The inner ear, where sound is converted to electricity (and sent to the brain via the auditory nerve network), is very dependent on healthy circulation. Though very small when compared to other vital organs, it is an energy-intensive part of the body and requires a constant inflow of nutrients.
This is why diabetes, unfortunately, is very much a risk factor for hearing loss. Current research posits that diabetics are two times more likely to have hearing issues than non-diabetics.
Since diabetes inhibits the bloodstream’s ability to transport glucose, a sugar vital to transferring energy to cells, it can prevent the ear from functioning normally. There is also evidence that the elevated levels of blood glucose — diabetes causes glucose to buildup in the blood rather than be transferred to cells throughout the body — damages the blood vessels that are vital to the inner ear.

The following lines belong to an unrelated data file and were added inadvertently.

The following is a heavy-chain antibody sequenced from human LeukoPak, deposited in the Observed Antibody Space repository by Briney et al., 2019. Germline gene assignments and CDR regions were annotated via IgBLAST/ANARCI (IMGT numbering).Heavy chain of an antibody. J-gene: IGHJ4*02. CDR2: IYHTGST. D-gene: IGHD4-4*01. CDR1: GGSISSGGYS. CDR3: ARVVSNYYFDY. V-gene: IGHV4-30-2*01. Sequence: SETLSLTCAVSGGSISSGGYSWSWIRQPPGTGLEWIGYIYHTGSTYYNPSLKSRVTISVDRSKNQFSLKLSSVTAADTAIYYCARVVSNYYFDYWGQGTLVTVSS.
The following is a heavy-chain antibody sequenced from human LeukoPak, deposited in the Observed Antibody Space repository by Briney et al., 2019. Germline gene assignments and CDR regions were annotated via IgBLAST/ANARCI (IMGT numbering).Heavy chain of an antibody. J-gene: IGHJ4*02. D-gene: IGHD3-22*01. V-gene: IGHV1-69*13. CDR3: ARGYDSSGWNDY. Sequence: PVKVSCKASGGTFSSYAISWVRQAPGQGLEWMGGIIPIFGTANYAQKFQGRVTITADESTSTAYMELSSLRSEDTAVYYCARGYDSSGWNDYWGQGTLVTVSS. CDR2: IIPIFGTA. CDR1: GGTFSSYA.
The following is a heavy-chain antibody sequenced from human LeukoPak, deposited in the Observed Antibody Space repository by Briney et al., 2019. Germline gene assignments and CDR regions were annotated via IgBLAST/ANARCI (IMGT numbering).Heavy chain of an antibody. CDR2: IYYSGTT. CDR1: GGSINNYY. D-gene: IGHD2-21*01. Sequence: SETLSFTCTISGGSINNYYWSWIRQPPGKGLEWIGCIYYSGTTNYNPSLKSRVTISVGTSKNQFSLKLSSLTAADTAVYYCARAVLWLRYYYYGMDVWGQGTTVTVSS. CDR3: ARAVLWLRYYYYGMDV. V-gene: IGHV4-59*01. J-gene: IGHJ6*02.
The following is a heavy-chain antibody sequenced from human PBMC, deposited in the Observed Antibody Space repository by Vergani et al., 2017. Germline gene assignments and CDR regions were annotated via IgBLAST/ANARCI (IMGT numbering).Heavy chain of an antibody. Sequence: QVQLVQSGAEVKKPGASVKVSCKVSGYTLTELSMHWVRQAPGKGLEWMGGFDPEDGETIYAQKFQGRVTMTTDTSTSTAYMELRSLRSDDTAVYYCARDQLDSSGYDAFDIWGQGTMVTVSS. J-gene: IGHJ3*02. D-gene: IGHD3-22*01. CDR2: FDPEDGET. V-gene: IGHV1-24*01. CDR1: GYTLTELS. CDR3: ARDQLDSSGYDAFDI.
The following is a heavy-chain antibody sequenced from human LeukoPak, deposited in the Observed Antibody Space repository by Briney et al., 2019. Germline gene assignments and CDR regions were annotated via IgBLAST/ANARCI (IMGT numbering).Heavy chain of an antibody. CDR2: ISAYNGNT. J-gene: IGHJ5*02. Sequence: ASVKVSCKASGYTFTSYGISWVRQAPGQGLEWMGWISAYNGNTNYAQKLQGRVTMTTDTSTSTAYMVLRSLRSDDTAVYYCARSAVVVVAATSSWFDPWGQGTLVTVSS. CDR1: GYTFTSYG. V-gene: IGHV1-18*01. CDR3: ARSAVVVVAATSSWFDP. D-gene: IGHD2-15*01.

One fundamental role these blood vessels play is in nourishing the stereocilia, the tiny hair cells that are a crucial part of the inner ear. These hairs cannot regrow or regenerate after being damaged. And a lack of healthy blood flow will damage them.
Diabetes, if untreated, can wreak havoc with much of the body’s functions. It can cause blindness, organ failure, and lead to amputation of extremities.
A 2012 study published in the Journal of Clinical Endocrinology and Metabolism concluded, after evaluating 13 other studies based on over 20,000 subjects, that the higher risk for hearing loss in diabetics was clear and cut across age and other risk factors.
The general advice to diabetics — exercise regularly and keep weight under control — will also lessen the chances of hearing loss. In addition, protecting ears from other risk factors, such as excessive noise, is even more important for a diabetic.